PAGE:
Ankara, Ber­lin in pur­suit of re­build­ing lost trust

The rec­on­cil­i­a­tion be­tween Ankara and Ber­lin ac­cel­er­ated with the meet­ing of the coun­tries’ for­eign min­is­ters last week. The Ger­man For­eign Min­istry spoke to Daily Sabah and con­firmed the ef­forts of re­cov­er­ing ‘lost trust’ and aim to bring mo­men­tum to the

Daily Sabah (Turkey) - - Politics - YUNUS PAKSOY – ANKARA

THE CON­CIL­IA­TORY meet­ing came af­ter ju­di­cial de­ci­sions to re­lease from Turkish cus­tody Ger­man na­tional Peter Steudt­ner and an­other Ger­man cit­i­zen, whose name was not dis­closed by Ber­lin or Ankara. Fur­ther­more, on the same day, Ger­man po­lice in­ter­vened in a PKK demon­stra­tion in Düs­sel­dorf and de­tained sev­eral peo­ple.

Fol­low­ing months of squab­bles and heated ex­changes, Ankara and Ber­lin may have slightly changed their at­ti­tudes, if not en­tirely. In­deed, the will­ing­ness for change, the pos­si­bil­ity of cre­at­ing a new roadmap and turn­ing a fresh page in ties seems ev­i­dent on both sides.

The Ger­man For­eign Min­istry told Daily Sabah that there have been “some at­tempts in re­cent weeks to nor­mal­ize bi­lat­eral relations.” The high-level of­fi­cial, who asked to re­main anony­mous, said the two for­eign min­is­ters talked about “how the lost trust can be re­built.”

It may not be plain and sim­ple. The path lead­ing up to the lost trust was bumpy, and the two coun­tries clashed diplo­mat­i­cally more than once. The al­leged lack of Ger­man sol­i­dar­ity with Turkey in the wake of the July 15, 2016 coup at­tempt did not help the cause, ei­ther.

The dan­ger­ously strained ties prior to the April 16 con­sti­tu­tional ref­er­en­dum in Turkey led to se­ri­ous reper­cus­sions. In July, the very same Gabriel that met Çavuşoğlu last week for a rec­on­cil­ia­tory ef­fort, an­nounced a se­ries of eco­nomic sanc­tions against Turkey. The relations then hit rock bot­tom.

How­ever, the mood in Ankara sug­gested that relations would nor­mal­ize fol­low­ing the Sept. 24 Ger­man elec­tions. The pos­i­tive de­vel­op­ments over the course of the past cou­ple of weeks may be a turn­ing point.

“It will not be easy, and it will take time,” the se­nior Ger­man For­eign Min­istry of­fi­cial said. That be­ing said, the sit­u­a­tion is not as grim as it was months ago. “Con­ver­sa­tions are a good start,” added the of­fi­cial.

Un­sur­pris­ingly, a great num­ber of is­sues have trou­bled bi­lat­eral relations. While Ankara has levied harsh crit­i­cism on Ber­lin for har­bor­ing ter­ror­ists, pro­vid­ing them safe haven and show­ing un­will­ing­ness for ex­tra­di­tions, Ber­lin com­plains about al­leged hu­man rights vi­o­la­tions, press free­dom and im­pris­oned Ger­man na­tion­als.

Pres­i­dent Re­cep Tayyip Er­doğan on Thurs­day voiced the same crit­i­cism at a gath­er­ing in Ankara. “Look, they can­not take shel­ter in Turkey any­more. They are now wan­der­ing around the streets of Ber­lin,” he said, re­it­er­at­ing his claim that Ger­many has be­come a safe haven for ter­ror­ists flee­ing Turkey.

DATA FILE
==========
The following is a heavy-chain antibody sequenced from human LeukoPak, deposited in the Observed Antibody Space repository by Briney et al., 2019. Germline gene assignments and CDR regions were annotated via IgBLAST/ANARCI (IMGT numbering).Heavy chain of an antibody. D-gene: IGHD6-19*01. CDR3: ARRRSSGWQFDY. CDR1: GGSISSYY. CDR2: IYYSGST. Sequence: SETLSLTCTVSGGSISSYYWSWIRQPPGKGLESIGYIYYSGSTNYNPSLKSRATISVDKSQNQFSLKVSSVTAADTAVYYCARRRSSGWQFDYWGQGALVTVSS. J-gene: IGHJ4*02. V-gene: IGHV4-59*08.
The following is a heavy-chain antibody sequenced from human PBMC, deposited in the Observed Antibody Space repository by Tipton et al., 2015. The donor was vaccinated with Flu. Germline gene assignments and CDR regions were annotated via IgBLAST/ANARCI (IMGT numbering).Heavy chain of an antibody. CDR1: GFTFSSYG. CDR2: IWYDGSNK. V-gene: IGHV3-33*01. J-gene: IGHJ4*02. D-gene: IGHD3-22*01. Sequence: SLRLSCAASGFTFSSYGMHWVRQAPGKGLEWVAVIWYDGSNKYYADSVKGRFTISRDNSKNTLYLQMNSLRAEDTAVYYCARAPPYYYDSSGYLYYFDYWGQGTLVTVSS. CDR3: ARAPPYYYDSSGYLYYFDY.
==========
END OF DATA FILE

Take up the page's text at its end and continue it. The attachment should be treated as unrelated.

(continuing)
In ad­di­tion to the PKK mat­ter with Ber­lin, Ankara places great em­pha­sis on Gülenist Ter­ror Group (FETÖ) fugi­tives. FETÖ's Ger­man imam, Er­can Karakoyun, said in an in­ter­view with the Ger­man news­pa­per Die Zeit in July: "The move­ment [FETÖ] can­not sur­vive in Turkey. Ger­many is to be­come the new cen­ter."

Around 600 Gülenist pub­lic ser­vants and high-rank­ing mil­i­tary of­fi­cers are es­ti­mated to have sought asy­lum in Ger­many since the coup at­tempt. The num­ber may climb even higher in the fu­ture.

“Sadly, FETÖ car­ries out anti-Turkey ac­tiv­i­ties us­ing Europe and Ger­many. We want them to be ex­tra­dited to Turkey within the frame­work of le­gal obli­ga­tions, in­clud­ing its leader [Fe­tul­lah] Gülen. These are our ex­pec­ta­tions of Europe and the U.S.,” pres­i­den­tial spokesman İbrahim Kalın said in July.

On the other hand, Ber­lin is vexed about Turkey im­pris­on­ing Ger­man na­tion­als. Even though the re­lease of Steudt­ner and the other Ger­man cit­i­zen al­le­vi­ated some bur­den on ties, the cases of Ger­man jour­nal­ist Deniz Yü­cel and the Ger­man cit­i­zen trans­la­tor for the Etkin Haber Ajansı news agency, Meşale Tolu, re­main con­tro­ver­sial for the Ger­man gov­ern­ment. "It is not ac­cept­able that Ger­mans in Turkish cus­tody have to serve time as a bar­gain­ing chip of the Turkish gov­ern­ment for po­lit­i­cal rea­sons,” Gabriel said in Au­gust.

How­ever, as a sign of hope, the Ger­man For­eign Min­istry of­fi­cial said: “There is a de­sire to stay in close con­tact from both sides and, step-by-step, to re­build trust.” Çavuşoğlu and Gabriel’s in­for­mal meet­ing may have sparked the be­gin­ning of a rec­on­cil­i­a­tion process be­tween the two coun­tries. The ques­tion of whether this will be sus­tain­able de­pends on fu­ture de­vel­op­ments. Yet, the Ger­man of­fi­cial said even though the is­sues are ex­tremely sen­si­tive, “we must main­tain an open di­a­logue on these very dif­fi­cult is­sues. We will see how it goes on.”

For­eign Min­is­ter Çavu oğlu (R) and Ger­man For­eign Min­is­ter Gabriel in An­talya, on Nov. 4.

Newspapers in English

Newspapers from Turkey

© PressReader. All rights reserved.